Invariably, when a series ends in the Stanley Cup Playoffs, and the weapons set down, it’s far easier for the victor to submit praise than it is for the team that’s ousted to acknowledge and accept its legitimacy.
To wit, in the moments that immediately followed , which saw the top-seeded Washington Capitals escape their highly competitive opening-round war with the Toronto Maple Leafs in six games, Braden Holtby readily delivered the sort of long-term franchise assessment typically reserved for the fallout of a genuine postseason struggle.
[Follow Puck Daddy on social media: | | | ]
“We knew they were going to be a tough team,” the goaltender said in an on-ice interview after the 2-1 triumph, “but we didn’t know they would be this good. They are going to be a challenge for a lot of years to come.”
This isn’t just high praise, or an eloquent sigh of relief. These were the sort of words that haven’t been earnestly spoken about this franchise in decades. Not once in a generation.
The reminder would be enough to alleviate the sting for some. But when repeated to Zach Hyman, one of eight rookies on a roster that made remarkable strides over the course of 88 games this year, he remained deadpan, unaffected.
“It sucks right now, it’s awful,” he said. “It’s not a good feeling.”
It was an understandably difficult moment for the 24-year-old, who, like everyone else in the Maple Leafs dressing room, came to believe in their hearts of hearts that they could conquer Goliath in Round 1.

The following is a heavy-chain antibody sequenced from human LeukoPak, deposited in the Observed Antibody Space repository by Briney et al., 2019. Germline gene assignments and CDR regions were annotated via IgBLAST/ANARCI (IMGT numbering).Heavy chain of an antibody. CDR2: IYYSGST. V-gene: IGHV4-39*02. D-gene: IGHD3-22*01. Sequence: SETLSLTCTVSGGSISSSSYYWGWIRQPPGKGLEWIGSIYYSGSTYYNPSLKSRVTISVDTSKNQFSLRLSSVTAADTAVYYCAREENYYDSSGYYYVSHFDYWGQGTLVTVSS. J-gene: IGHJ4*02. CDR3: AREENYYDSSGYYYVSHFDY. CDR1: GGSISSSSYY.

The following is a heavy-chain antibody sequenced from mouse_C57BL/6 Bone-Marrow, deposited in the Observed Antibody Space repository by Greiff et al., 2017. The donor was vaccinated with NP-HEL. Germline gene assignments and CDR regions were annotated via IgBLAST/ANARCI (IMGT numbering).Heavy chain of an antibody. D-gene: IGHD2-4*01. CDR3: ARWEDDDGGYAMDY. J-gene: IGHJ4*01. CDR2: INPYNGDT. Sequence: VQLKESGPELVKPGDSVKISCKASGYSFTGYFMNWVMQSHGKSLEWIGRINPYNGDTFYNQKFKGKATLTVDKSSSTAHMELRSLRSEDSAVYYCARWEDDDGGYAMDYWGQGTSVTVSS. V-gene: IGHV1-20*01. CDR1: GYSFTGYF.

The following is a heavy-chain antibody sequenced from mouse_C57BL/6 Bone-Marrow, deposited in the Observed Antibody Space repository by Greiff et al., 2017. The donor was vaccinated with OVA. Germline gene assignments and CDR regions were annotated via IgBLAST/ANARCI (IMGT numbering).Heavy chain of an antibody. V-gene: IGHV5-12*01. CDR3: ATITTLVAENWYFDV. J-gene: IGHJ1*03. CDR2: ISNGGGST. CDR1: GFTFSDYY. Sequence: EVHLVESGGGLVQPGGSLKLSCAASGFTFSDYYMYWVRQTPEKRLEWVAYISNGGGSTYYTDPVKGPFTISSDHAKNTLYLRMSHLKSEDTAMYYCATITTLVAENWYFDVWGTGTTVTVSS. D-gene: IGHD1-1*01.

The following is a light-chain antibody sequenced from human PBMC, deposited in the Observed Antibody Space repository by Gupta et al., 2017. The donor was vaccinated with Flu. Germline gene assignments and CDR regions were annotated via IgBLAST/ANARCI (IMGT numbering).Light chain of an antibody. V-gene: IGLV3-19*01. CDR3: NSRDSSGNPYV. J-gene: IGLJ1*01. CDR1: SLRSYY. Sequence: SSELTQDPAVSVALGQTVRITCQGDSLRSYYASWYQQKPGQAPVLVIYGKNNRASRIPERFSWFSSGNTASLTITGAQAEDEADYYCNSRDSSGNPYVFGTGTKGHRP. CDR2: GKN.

And how could you blame them? You can only successfully punch up for so long before you feel like you’re sparring in the proper weight class. But three of the five overtimes were won by the Capitals, as was a sixth one-goal game in the series, and the top seed advanced, while the upstart Leafs must now embark on what will be the longest summer in some time, despite it being two weeks shorter than what’s become customary.
That feeling of disappointment, the one Hyman couldn’t conceal, was universally shared in the Maple Leafs room. But as he sat bewildered in this stall, others were able to contextualize, and uncover important perspective.
There are a few players – the so-called veterans – who have endured some hopeless phases in Maple Leafs history. And while they’re still young in their own right, they have a grasp of what this team was, and what it can become, as they continue on the process of building toward something special.
“We want to get the Maple Leafs back to their rightful place in the NHL,” James van Riemsdyk said, invoking the words of enterprising team president and kingpin Brendan Shanahan.
“How far we have come in particular over the last couple of years, even just in this year I think it’s really exciting for us, and there’s definitely a lot to build on.”
“This is just the start for us I think,” said Nazem Kadri, another one of the few survivors of multiple regimes. “The experience was not overwhelming at all. It’s tough to simulate anything even close to similar to what just happened in the last couple weeks. It’s good for our hockey team.
“To think about where we were a year ago to where we are now, it’s great to think about.”
Despite the seemingly inappreciable discrepancy in the series, a generational rookie in Auston Matthews leading a high-powered offence, and the sudden emergence of an evidently legitimate No. 1 goaltender in Frederik Andersen, Kadri admitted that the Maple Leafs aren’t willing to consider themselves one of the NHL’s elite teams yet.
But perhaps for the first time in his seven seasons with the franchise, he, among others, can actually see that objective as realistic and attainable.
“We’re climbing,” he said. “We’re on our way up. The future is bright for us.”
Before long, they will all see it that way.